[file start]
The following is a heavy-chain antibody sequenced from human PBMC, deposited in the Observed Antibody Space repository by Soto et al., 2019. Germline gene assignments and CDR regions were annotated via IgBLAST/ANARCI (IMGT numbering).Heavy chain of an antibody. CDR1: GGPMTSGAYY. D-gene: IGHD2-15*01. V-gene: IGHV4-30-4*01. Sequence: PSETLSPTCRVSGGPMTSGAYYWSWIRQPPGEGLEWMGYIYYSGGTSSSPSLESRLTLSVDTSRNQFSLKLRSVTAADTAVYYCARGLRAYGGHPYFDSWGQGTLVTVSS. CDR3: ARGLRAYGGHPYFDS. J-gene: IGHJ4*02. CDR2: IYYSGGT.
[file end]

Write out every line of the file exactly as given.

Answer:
The following is a heavy-chain antibody sequenced from human PBMC, deposited in the Observed Antibody Space repository by Soto et al., 2019. Germline gene assignments and CDR regions were annotated via IgBLAST/ANARCI (IMGT numbering).Heavy chain of an antibody. CDR1: GGPMTSGAYY. D-gene: IGHD2-15*01. V-gene: IGHV4-30-4*01. Sequence: PSETLSPTCRVSGGPMTSGAYYWSWIRQPPGEGLEWMGYIYYSGGTSSSPSLESRLTLSVDTSRNQFSLKLRSVTAADTAVYYCARGLRAYGGHPYFDSWGQGTLVTVSS. CDR3: ARGLRAYGGHPYFDS. J-gene: IGHJ4*02. CDR2: IYYSGGT.